Bob in HI

      • emptywheel says:

        I tried to teach my students that, actually. That’s why teaching Thucydides was by far one of my favorite texts to teach.

        And did you know I very narrowly avoided teaching Ari Melber in Great Books at UM? I’m guessing he learned to cut through Olympic parsers by reading Thucydides…

        • bobschacht says:

          And here I thought that you’d only developed those parsing skills during your dissertation work on that central European genre of texts, the name of which I can’t remember (you should do a Wikipedia article on them, dropping credits to your dissertation for the details).

          Thucydides was a good choice. I’ll bet your student’s class copies of Thucydides were well marked, and kept long after all other textbooks were disposed of.

          Bob in HI

  3. TarheelDem says:

    This struck me as interesting:

    Shortly thereafter, the President authorized the NSA to undertake a number of new, highly classified intelligence activities. All of these activities were authorized in a single Presidential Authorization that was periodically reauthorized.

    Like every 15 days periodically reauthorized?

    A rolling FISA window to keep it away from the FISA court?

    Just speculating, but it was interesting.

  4. WilliamOckham says:

    The key question is when did the NSA start doing their warrantless wiretapping inside the US. That appears to be what started in early October (remember the story about the FBI stumbling across the program?).

    • emptywheel says:

      Not so.

      If they’re wiretapping every conversation in the US that involved Afghanistan, how is that not wiretapping in the US?

      Furthermore, given the timing, it seems like FBI stumbled on stuff that came from before October 4.

      • emptywheel says:

        Meaning, so long as they’re claiming that one side was outside of the US, then there is no meaningful distinction between not minimizing and wiretapping in the US. None.

        Now, we have every reason to believe they were wiretapping US-US calls. But that’s not TSP.

        • WilliamOckham says:

          No, no, no. Gotta run now, but the location of the wiretaps are important according to FISA. I agree that not minimizing is important to, but there is an important distinction. As long as the wiretaps were outside the US, they could collect and minimize. Inside the US, they can’t even collect under FISA without a warrant. The minute they turned on the collection inside the US, the whole program was illegal and there was no way around it. If they collected outside the US, they could have ‘fixed’ the program by minimizing.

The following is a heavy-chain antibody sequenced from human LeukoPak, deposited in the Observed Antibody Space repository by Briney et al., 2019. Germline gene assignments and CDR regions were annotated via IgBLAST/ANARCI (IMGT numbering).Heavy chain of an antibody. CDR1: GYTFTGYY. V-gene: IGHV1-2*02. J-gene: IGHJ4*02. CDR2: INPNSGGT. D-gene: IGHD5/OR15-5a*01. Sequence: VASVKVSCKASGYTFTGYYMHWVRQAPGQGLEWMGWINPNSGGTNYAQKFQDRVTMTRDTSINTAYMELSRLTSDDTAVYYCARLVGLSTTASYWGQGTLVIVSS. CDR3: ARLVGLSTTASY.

• readerOfTeaLeaves says:

            I’ll have to catch up with this later in the day (I hope), but quickly in case it’s useful, a link from the front page at TPM re: Glenn Greenwald talking with MSNBC’s Chuck Todd about the *dangers* of not investigating problems.

            BTW: Hat’s off to Chuck Todd and Glenn Greenwald for each being willing to engage in a conversation, apart from the views expressed it’s important that they’re willing to engage in a discussion. Todd uses the term ‘cable catnip‘ to describe the presentation of politics as a he-said, she-said/ Dem-said, GOP-said, which in turn presents investigations as idelogical ‘payback’, rather than as inquiries into the nature of justice. But Todd makes a very good point that it’s too easy to bash ‘the media’; all the ‘media bashing’ short-circuits the need to hold electeds and DoJ accountable for doing their jobs — which should be to make sure the system is functioning in a healthy fashion.

            It’s my hunch that very few reporters really understand the underlying issues involved in failing to investigate. Allowing Liz Cheney come on their shows and yap about partisan politics is at least as much symptom as cause — but it means that her father’s view becomes deeply entrenched in the narrative and assumptions: it’s always, everywhere, about ‘political payback’ in their minds.

            These reporters, and too many electeds, fail to examine how much time and effort the Bush-Cheney crowd put into creating legalistic fictions to cover their butts.

            To say:

            Even without pixie dusting EO 12333, so long as you’ve said FISA doesn’t apply (and Yoo wrote a memo saying warrants ought not apply by September 21 or 22), the only thing preventing you from wiretapping Americans in the US for foreign intelligence purposes is the Attorney General. But it would be pretty easy to pixie dust Ashcroft, particularly if he was not yet read into the program.